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Long-Term Trends of Liver Cancer Incidence and Mortality in China 1990–2017: A Joinpoint and Age–Period–Cohort Analysis

1
Department of Epidemiology and Biostatistics, School of Health Sciences, Wuhan University, Wuhan 430071, China
2
School of Public Health, Tongji Medical College, Huazhong University of Science and Technology, Wuhan 430030, China
3
Medical College of Hubei University of Arts and Science, Xiangyang 441053, China
4
Global Health Institute, Wuhan University, Wuhan 430072, China
*
Authors to whom correspondence should be addressed.
Int. J. Environ. Res. Public Health 2019, 16(16), 2878; https://doi.org/10.3390/ijerph16162878
Received: 5 July 2019 / Revised: 31 July 2019 / Accepted: 9 August 2019 / Published: 12 August 2019
(This article belongs to the Collection Health Behaviors, Risk Factors, NCDs and Health Promotion)
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Abstract

Liver cancer (LC) is one of the most common causes of cancer-related deaths: this study aims to present the long-term trends and age–period–cohort effects of the incidence of and mortality from LC in China during 1990–2017. Incidence and mortality data were obtained from the Global Burden of Disease Study 2017. We determined trends in the age-standardized incidence rate (ASIR) and mortality rate (ASMR) using Joinpoint regression. An age–period–cohort (APC) analysis was performed to describe the long-term trends with intrinsic estimator methods. The ASMR decreased markedly before 2013 and increased thereafter, with overall average annual percent change (AAPC) values of −0.5% (95% confidence interval (CI): −0.6%, −0.3%) for men and −1.3% (−1.6%, −1.0%) for women during 1990–2017. The ASIR significantly increased by 0.2% (0.1%, 0.3%) in men and decreased by 1.1% (−1.2%, −1.0%) in women from 1990 to 2017. The risks of LC incidence and mortality increased with age in both genders. The period effect risk ratios (RRs) of incidence and mortality displayed similar monotonic increasing trends in men and remained stable in women. The cohort effect showed an overall downward trend and almost overlapping incidence and mortality in both genders, and later birth cohorts experienced lower RRs than previous birth cohorts. Older age, recent period, and birth before 1923 were associated with a higher risk of liver cancer incidence and mortality. The net age and period effects showed an increasing trend, while the cohort effects presented a decreasing trend in incidence and mortality risk. As China’s population aging worsens and with the popularization of unhealthy lifestyles, the burden caused by liver cancer will remain a huge challenge in China’s future. View Full-Text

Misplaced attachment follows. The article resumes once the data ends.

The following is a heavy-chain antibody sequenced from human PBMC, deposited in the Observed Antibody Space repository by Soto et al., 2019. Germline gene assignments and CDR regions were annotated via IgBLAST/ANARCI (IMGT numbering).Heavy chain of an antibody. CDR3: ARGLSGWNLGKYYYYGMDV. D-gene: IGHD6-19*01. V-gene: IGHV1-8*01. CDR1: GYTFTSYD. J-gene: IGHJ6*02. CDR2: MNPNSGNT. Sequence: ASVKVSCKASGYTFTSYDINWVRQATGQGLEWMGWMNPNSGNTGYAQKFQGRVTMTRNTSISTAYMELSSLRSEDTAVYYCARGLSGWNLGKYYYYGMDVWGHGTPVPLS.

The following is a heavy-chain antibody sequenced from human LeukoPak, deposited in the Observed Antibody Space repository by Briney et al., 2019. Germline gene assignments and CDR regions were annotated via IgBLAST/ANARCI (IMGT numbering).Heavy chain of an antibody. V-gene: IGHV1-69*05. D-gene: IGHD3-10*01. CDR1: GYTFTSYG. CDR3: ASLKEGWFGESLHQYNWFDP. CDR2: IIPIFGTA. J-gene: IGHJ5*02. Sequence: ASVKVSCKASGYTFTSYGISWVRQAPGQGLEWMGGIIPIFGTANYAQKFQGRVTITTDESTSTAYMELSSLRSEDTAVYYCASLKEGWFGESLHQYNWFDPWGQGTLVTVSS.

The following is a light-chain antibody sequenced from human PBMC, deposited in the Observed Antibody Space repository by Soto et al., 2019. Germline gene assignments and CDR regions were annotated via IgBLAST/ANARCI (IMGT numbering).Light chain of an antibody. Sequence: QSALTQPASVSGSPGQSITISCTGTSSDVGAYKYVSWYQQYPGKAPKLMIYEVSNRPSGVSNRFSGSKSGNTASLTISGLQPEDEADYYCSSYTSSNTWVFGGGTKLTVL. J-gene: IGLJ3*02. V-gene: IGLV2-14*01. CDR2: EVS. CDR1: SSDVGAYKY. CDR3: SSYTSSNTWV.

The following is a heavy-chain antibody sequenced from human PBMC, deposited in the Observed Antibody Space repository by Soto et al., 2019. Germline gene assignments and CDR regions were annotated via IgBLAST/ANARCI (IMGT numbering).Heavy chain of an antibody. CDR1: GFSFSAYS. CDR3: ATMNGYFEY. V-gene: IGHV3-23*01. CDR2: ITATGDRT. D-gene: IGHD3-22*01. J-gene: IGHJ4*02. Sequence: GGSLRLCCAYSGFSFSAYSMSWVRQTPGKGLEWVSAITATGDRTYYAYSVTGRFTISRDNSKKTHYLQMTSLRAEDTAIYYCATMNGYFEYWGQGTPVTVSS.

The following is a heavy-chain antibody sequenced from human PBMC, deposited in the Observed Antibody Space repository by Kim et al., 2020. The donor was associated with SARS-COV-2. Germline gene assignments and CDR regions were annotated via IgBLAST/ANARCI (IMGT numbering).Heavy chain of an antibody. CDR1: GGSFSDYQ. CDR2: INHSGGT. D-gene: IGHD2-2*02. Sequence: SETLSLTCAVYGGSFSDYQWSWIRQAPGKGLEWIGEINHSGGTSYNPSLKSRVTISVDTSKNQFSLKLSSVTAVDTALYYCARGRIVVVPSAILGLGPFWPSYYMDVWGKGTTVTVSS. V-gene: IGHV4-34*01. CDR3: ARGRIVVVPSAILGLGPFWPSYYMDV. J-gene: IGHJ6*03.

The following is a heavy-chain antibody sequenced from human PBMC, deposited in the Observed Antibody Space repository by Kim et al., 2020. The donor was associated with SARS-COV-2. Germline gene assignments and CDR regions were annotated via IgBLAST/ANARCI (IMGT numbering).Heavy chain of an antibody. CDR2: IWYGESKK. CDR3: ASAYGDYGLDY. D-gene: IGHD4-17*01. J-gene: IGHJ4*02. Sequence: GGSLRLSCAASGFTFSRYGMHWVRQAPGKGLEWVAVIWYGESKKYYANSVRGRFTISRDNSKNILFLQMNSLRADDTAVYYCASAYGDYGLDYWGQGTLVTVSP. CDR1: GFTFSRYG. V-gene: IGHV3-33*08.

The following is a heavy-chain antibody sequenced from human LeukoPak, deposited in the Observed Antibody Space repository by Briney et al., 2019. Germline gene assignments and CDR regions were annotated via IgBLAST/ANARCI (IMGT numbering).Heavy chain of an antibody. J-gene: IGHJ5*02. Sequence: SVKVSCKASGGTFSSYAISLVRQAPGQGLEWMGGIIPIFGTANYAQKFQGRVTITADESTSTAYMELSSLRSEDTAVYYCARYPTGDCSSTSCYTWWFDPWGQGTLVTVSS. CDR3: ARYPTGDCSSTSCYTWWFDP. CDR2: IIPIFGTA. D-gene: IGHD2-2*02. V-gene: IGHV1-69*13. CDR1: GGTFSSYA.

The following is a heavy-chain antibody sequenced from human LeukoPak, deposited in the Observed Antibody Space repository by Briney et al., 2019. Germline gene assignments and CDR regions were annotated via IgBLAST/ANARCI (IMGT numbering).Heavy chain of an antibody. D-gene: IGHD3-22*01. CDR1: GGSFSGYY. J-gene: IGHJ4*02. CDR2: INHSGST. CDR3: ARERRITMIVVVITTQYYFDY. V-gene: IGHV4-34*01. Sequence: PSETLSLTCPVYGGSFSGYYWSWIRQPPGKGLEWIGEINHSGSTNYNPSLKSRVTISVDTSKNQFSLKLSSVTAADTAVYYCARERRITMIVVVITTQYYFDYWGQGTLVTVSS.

Keywords: liver cancer; incidence; mortality; Joinpoint regression analysis; age–period–cohort model; trends liver cancer; incidence; mortality; Joinpoint regression analysis; age–period–cohort model; trends
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Wang, F.; Mubarik, S.; Zhang, Y.; Wang, L.; Wang, Y.; Yu, C.; Li, H. Long-Term Trends of Liver Cancer Incidence and Mortality in China 1990–2017: A Joinpoint and Age–Period–Cohort Analysis. Int. J. Environ. Res. Public Health 2019, 16, 2878.

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